A raging international controversy followed, raised by Italy and backed by European Union, which accused India of breaching international convention obligations by arresting the two Marines, who rather curiously in broad day light presumed a small fishing boat 100 metres away from the oil tanker to be a pirate vessel and opened fire at its 11 occupants apprehending an imminent piracy attack.
If soldiers holding similar perceptions of what constituted imminent threat and danger get posted at Indo-Pak or India-China borders, their actions are sure to trigger a full-scale war between neighbouring countries imperilling millions of lives.
The same European Union, down to its football players, recently expressed solidarity with ‘Black Lives Matter’ protesting through kneel downs to express their horror over the unjustified and excessive use of force by police resulting in the death of George Floyd. There was revulsion over the police tendency to use excessive force in a racially discriminatory manner. The “no Justice, no peace” rallies demanded stringent action against the police officers who snuffed the life out of a black man, who had a history of serving prison for crimes.
But, eight years ago, they did not take into consideration wanton use of weapons by Marines against south Indian fishermen merely on suspicion that they could be pirates. Was it a case of racial discrimination? Should there be no cry for justice for 44-year-old Valentine @ Jalestine and 20-year-old Ajeesh whose lives were snuffed out by two trigger-happy Marines? Or, is it that the lives of dark-skinned fishermen from Kerala did not matter?
With EU support, Italy upped the ante. Latorre and Girone challenged their arrest before Kerala HC, which on May 29, 2012 dismissed their petitions saying, “freedom of navigation does not mean that the vessels have absolute rights or freedom to navigate through the seas unconcerned about the rights of others.” It held that India rightly exercised penal law jurisdiction over the crime that took place off Kerala coast.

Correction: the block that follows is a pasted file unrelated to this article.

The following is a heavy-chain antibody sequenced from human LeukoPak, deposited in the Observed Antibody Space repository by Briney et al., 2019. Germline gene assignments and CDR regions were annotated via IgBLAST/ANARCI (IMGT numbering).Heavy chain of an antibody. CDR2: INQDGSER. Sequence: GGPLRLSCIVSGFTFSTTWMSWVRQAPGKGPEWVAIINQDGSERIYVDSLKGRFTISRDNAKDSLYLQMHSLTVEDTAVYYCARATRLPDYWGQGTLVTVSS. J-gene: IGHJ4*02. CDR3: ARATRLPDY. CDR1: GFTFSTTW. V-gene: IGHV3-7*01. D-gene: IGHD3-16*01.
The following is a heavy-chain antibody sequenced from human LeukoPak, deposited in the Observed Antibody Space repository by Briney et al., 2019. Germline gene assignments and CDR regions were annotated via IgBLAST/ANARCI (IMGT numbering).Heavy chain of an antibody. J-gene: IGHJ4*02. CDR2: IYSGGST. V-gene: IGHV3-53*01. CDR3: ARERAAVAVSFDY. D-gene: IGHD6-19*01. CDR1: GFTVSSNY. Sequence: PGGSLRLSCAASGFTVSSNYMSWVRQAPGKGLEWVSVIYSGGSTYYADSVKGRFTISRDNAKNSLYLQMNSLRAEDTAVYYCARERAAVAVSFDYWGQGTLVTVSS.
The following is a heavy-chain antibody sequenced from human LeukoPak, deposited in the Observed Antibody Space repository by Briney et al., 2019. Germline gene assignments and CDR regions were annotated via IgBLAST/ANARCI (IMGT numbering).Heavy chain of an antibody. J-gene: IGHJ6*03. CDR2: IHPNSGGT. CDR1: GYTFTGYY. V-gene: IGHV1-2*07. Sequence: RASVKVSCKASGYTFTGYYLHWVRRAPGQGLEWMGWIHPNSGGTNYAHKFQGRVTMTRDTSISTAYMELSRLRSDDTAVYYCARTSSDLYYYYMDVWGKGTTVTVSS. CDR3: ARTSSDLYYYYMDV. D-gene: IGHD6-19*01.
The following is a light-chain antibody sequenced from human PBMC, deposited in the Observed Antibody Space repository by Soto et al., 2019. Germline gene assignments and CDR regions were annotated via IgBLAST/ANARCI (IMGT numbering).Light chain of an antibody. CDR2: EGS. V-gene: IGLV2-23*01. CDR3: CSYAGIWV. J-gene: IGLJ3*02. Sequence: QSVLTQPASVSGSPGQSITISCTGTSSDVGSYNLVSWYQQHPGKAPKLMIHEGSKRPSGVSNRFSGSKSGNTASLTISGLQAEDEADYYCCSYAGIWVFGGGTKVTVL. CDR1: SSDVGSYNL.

When the matter was pending in HC, the Italian government paid Rs 1 crore each to the families of the two dead fishermen. The kin withdrew their claims. When the legality of ‘blood money’ was questioned, Italy clarified that it was a ‘goodwill gesture’. With Doramma, widow of Valentine, given a compassionate employment by Kerala government in addition to both Kerala and Tamil Nadu paying Rs 5 lakhs each to the two families, the kin lost interest to pursue remedy against Italy or the Marines.
Italy and the Marines then moved the SC. When the matter was pending, SC had allowed the Marines to spend 2012 Christmas in their home country by granting furloughs. In January 2013, the SC held that only the Union government had jurisdiction over the crime and not Kerala police. It directed the setting up of a special court for trial of the two Marines, even as the Centre assigned the probe to the National Investigation Agency.
After the judgment, the SC allowed the two Marines to go to Italy for casting votes on ambassador Daniel Mancini’s personal guarantee for their return. Italy reneged and said it would not return the Marines. A furious SC restrained Mancini from travelling out of India.
On March 13, 2013, ex-foreign minister and MP Jaswant Singh in Parliament termed the situation as “a very curious Italian job”. He asked, “Would Indian citizens similarly imprisoned be permitted to go home for Diwali, Holi or Ramzan? This would not be permitted. Why was this done in this case? Was it done simply because they are Italian Marines?… I am impressed by the desire of these Marines to go and vote in Italian elections. Do they permit a similar treatment to criminals of Indian origin? … Why was the special treatment given to these Marines?”
Following this, the UPA government under Manmohan Singh exerted enough pressure on the Italian government. This coupled with the tough stand of SC against the Italian ambassador, even rejecting his diplomatic immunity plea, forced the return of the two Marines back to India.
In September 2014, Latorre was allowed to go to Italy for treatment after he suffered a brain stroke. Medical certificates were periodically produced in the Supreme Court to get his furlough extended time and again till Italy moved the International Tribunal on the Law of Sea (ITLOS). An interim direction from ITLOS for repatriation of Girone was honoured by the SC on May 26, 2016.
As per ITLOS, the investigation into the February 15, 2012 incident would be done afresh by Italian authorities and that the two marines enjoyed immunity from Indian penal laws and jurisdiction of Indian courts. The outcome of the investigation and prosecution of the two marines will show to the world the fairness of the criminal justice system prevalent in Italy and the sensitivity of European countries not only to ‘black lives matter’ but also to “Indian lives matter”.